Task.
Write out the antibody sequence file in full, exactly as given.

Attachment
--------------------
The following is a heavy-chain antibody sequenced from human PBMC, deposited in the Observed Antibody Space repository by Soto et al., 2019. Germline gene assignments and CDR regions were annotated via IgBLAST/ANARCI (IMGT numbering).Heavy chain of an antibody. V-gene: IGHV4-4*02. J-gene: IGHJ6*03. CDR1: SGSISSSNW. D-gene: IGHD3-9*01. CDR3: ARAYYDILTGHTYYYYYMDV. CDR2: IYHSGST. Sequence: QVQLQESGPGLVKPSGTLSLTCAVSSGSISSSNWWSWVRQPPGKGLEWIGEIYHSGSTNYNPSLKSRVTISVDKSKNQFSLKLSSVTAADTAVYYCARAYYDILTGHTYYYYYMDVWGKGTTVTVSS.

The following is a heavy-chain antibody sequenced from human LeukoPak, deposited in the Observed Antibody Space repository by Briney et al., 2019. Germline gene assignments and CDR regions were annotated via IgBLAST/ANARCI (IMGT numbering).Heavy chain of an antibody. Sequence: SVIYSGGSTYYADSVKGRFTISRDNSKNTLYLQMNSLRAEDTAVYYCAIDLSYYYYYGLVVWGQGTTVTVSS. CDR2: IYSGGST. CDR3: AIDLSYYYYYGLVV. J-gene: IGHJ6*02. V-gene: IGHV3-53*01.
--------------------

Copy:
The following is a heavy-chain antibody sequenced from human PBMC, deposited in the Observed Antibody Space repository by Soto et al., 2019. Germline gene assignments and CDR regions were annotated via IgBLAST/ANARCI (IMGT numbering).Heavy chain of an antibody. V-gene: IGHV4-4*02. J-gene: IGHJ6*03. CDR1: SGSISSSNW. D-gene: IGHD3-9*01. CDR3: ARAYYDILTGHTYYYYYMDV. CDR2: IYHSGST. Sequence: QVQLQESGPGLVKPSGTLSLTCAVSSGSISSSNWWSWVRQPPGKGLEWIGEIYHSGSTNYNPSLKSRVTISVDKSKNQFSLKLSSVTAADTAVYYCARAYYDILTGHTYYYYYMDVWGKGTTVTVSS.

The following is a heavy-chain antibody sequenced from human LeukoPak, deposited in the Observed Antibody Space repository by Briney et al., 2019. Germline gene assignments and CDR regions were annotated via IgBLAST/ANARCI (IMGT numbering).Heavy chain of an antibody. Sequence: SVIYSGGSTYYADSVKGRFTISRDNSKNTLYLQMNSLRAEDTAVYYCAIDLSYYYYYGLVVWGQGTTVTVSS. CDR2: IYSGGST. CDR3: AIDLSYYYYYGLVV. J-gene: IGHJ6*02. V-gene: IGHV3-53*01.